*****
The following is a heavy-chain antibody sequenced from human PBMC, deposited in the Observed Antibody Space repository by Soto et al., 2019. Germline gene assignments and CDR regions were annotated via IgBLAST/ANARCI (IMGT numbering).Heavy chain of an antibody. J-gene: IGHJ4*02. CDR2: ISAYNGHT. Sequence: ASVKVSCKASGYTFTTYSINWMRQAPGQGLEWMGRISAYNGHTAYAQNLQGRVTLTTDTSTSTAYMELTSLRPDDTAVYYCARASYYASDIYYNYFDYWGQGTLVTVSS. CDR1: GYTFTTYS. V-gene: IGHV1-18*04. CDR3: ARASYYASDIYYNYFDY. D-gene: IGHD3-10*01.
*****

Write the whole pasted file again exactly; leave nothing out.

The following is a heavy-chain antibody sequenced from human PBMC, deposited in the Observed Antibody Space repository by Soto et al., 2019. Germline gene assignments and CDR regions were annotated via IgBLAST/ANARCI (IMGT numbering).Heavy chain of an antibody. J-gene: IGHJ4*02. CDR2: ISAYNGHT. Sequence: ASVKVSCKASGYTFTTYSINWMRQAPGQGLEWMGRISAYNGHTAYAQNLQGRVTLTTDTSTSTAYMELTSLRPDDTAVYYCARASYYASDIYYNYFDYWGQGTLVTVSS. CDR1: GYTFTTYS. V-gene: IGHV1-18*04. CDR3: ARASYYASDIYYNYFDY. D-gene: IGHD3-10*01.